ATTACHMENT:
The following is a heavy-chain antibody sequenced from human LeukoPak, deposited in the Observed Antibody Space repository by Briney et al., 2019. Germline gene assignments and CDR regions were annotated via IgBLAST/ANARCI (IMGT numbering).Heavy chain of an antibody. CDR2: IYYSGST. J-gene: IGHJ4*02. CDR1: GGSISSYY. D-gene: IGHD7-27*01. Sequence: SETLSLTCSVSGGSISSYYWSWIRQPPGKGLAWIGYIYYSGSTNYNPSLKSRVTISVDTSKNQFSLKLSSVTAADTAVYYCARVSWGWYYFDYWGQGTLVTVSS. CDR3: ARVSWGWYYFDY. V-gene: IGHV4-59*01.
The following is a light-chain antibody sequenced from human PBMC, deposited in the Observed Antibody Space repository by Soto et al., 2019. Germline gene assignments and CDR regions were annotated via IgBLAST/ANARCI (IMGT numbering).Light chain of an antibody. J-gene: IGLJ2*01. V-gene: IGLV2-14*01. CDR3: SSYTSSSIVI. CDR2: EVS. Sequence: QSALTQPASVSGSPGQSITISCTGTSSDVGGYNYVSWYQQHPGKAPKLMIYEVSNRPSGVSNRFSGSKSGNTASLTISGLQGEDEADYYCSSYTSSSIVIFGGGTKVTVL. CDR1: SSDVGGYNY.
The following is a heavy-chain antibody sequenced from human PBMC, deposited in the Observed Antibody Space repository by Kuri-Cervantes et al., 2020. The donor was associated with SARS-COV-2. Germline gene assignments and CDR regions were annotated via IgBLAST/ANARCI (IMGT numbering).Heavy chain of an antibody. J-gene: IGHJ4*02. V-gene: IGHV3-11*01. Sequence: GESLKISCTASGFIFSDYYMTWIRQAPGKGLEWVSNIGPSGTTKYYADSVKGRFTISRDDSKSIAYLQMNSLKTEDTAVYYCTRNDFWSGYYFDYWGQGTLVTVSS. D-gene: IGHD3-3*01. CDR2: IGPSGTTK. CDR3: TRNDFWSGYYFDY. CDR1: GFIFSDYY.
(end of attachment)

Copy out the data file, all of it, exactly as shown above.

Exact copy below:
The following is a heavy-chain antibody sequenced from human LeukoPak, deposited in the Observed Antibody Space repository by Briney et al., 2019. Germline gene assignments and CDR regions were annotated via IgBLAST/ANARCI (IMGT numbering).Heavy chain of an antibody. CDR2: IYYSGST. J-gene: IGHJ4*02. CDR1: GGSISSYY. D-gene: IGHD7-27*01. Sequence: SETLSLTCSVSGGSISSYYWSWIRQPPGKGLAWIGYIYYSGSTNYNPSLKSRVTISVDTSKNQFSLKLSSVTAADTAVYYCARVSWGWYYFDYWGQGTLVTVSS. CDR3: ARVSWGWYYFDY. V-gene: IGHV4-59*01.
The following is a light-chain antibody sequenced from human PBMC, deposited in the Observed Antibody Space repository by Soto et al., 2019. Germline gene assignments and CDR regions were annotated via IgBLAST/ANARCI (IMGT numbering).Light chain of an antibody. J-gene: IGLJ2*01. V-gene: IGLV2-14*01. CDR3: SSYTSSSIVI. CDR2: EVS. Sequence: QSALTQPASVSGSPGQSITISCTGTSSDVGGYNYVSWYQQHPGKAPKLMIYEVSNRPSGVSNRFSGSKSGNTASLTISGLQGEDEADYYCSSYTSSSIVIFGGGTKVTVL. CDR1: SSDVGGYNY.
The following is a heavy-chain antibody sequenced from human PBMC, deposited in the Observed Antibody Space repository by Kuri-Cervantes et al., 2020. The donor was associated with SARS-COV-2. Germline gene assignments and CDR regions were annotated via IgBLAST/ANARCI (IMGT numbering).Heavy chain of an antibody. J-gene: IGHJ4*02. V-gene: IGHV3-11*01. Sequence: GESLKISCTASGFIFSDYYMTWIRQAPGKGLEWVSNIGPSGTTKYYADSVKGRFTISRDDSKSIAYLQMNSLKTEDTAVYYCTRNDFWSGYYFDYWGQGTLVTVSS. D-gene: IGHD3-3*01. CDR2: IGPSGTTK. CDR3: TRNDFWSGYYFDY. CDR1: GFIFSDYY.